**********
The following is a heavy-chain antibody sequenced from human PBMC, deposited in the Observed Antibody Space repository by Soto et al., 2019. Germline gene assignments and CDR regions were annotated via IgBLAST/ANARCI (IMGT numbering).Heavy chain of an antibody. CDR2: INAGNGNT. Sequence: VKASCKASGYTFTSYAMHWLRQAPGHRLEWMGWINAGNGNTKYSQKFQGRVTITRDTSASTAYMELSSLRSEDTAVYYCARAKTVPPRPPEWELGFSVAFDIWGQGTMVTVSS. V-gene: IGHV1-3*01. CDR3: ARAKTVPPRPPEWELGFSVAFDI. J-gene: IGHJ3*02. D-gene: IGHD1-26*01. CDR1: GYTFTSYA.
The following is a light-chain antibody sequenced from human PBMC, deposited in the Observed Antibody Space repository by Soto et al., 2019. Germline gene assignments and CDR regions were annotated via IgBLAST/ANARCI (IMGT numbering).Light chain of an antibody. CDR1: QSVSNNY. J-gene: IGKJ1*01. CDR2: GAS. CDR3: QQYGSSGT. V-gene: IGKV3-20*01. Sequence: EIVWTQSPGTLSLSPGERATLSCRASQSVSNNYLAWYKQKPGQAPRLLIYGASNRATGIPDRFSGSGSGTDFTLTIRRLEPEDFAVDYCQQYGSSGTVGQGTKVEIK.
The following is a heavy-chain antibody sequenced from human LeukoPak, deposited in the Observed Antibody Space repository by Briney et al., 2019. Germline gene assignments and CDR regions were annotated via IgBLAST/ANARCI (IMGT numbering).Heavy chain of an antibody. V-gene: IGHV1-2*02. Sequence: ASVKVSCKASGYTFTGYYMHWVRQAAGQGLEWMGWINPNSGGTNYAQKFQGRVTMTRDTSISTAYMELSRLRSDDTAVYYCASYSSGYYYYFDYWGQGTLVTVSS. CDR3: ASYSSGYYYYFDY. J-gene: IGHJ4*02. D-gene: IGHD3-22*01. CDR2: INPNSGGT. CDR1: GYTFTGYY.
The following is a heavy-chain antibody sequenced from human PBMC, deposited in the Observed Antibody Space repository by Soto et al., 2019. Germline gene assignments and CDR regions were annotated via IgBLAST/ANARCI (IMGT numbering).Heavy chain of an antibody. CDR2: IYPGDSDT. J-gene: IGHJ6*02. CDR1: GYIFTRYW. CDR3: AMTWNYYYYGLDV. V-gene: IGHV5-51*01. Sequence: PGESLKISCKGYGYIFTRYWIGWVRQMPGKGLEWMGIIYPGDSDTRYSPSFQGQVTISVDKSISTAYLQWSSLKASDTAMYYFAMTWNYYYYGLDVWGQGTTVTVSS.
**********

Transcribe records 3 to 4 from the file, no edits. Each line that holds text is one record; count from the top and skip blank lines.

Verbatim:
The following is a heavy-chain antibody sequenced from human LeukoPak, deposited in the Observed Antibody Space repository by Briney et al., 2019. Germline gene assignments and CDR regions were annotated via IgBLAST/ANARCI (IMGT numbering).Heavy chain of an antibody. V-gene: IGHV1-2*02. Sequence: ASVKVSCKASGYTFTGYYMHWVRQAAGQGLEWMGWINPNSGGTNYAQKFQGRVTMTRDTSISTAYMELSRLRSDDTAVYYCASYSSGYYYYFDYWGQGTLVTVSS. CDR3: ASYSSGYYYYFDY. J-gene: IGHJ4*02. D-gene: IGHD3-22*01. CDR2: INPNSGGT. CDR1: GYTFTGYY.
The following is a heavy-chain antibody sequenced from human PBMC, deposited in the Observed Antibody Space repository by Soto et al., 2019. Germline gene assignments and CDR regions were annotated via IgBLAST/ANARCI (IMGT numbering).Heavy chain of an antibody. CDR2: IYPGDSDT. J-gene: IGHJ6*02. CDR1: GYIFTRYW. CDR3: AMTWNYYYYGLDV. V-gene: IGHV5-51*01. Sequence: PGESLKISCKGYGYIFTRYWIGWVRQMPGKGLEWMGIIYPGDSDTRYSPSFQGQVTISVDKSISTAYLQWSSLKASDTAMYYFAMTWNYYYYGLDVWGQGTTVTVSS.